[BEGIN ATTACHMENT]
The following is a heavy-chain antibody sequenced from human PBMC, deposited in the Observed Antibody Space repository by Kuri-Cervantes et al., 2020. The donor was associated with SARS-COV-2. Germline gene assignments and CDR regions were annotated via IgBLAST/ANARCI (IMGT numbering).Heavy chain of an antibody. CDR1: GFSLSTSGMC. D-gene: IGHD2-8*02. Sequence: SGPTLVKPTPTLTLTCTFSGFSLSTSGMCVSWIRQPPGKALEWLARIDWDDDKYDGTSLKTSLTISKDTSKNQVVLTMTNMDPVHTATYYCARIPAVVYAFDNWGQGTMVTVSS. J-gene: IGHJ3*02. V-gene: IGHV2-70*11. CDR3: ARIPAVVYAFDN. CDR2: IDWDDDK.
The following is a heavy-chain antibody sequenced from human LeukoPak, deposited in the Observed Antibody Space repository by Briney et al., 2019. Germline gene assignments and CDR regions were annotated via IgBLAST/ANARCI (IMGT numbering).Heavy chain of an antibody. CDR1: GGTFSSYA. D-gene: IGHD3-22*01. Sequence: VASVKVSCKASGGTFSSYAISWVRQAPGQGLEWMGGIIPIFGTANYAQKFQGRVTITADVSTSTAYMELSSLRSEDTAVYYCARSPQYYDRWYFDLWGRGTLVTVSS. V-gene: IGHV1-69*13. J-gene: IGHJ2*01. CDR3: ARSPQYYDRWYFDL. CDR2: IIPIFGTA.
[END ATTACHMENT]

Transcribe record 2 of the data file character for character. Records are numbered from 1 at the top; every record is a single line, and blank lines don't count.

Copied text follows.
The following is a heavy-chain antibody sequenced from human LeukoPak, deposited in the Observed Antibody Space repository by Briney et al., 2019. Germline gene assignments and CDR regions were annotated via IgBLAST/ANARCI (IMGT numbering).Heavy chain of an antibody. CDR1: GGTFSSYA. D-gene: IGHD3-22*01. Sequence: VASVKVSCKASGGTFSSYAISWVRQAPGQGLEWMGGIIPIFGTANYAQKFQGRVTITADVSTSTAYMELSSLRSEDTAVYYCARSPQYYDRWYFDLWGRGTLVTVSS. V-gene: IGHV1-69*13. J-gene: IGHJ2*01. CDR3: ARSPQYYDRWYFDL. CDR2: IIPIFGTA.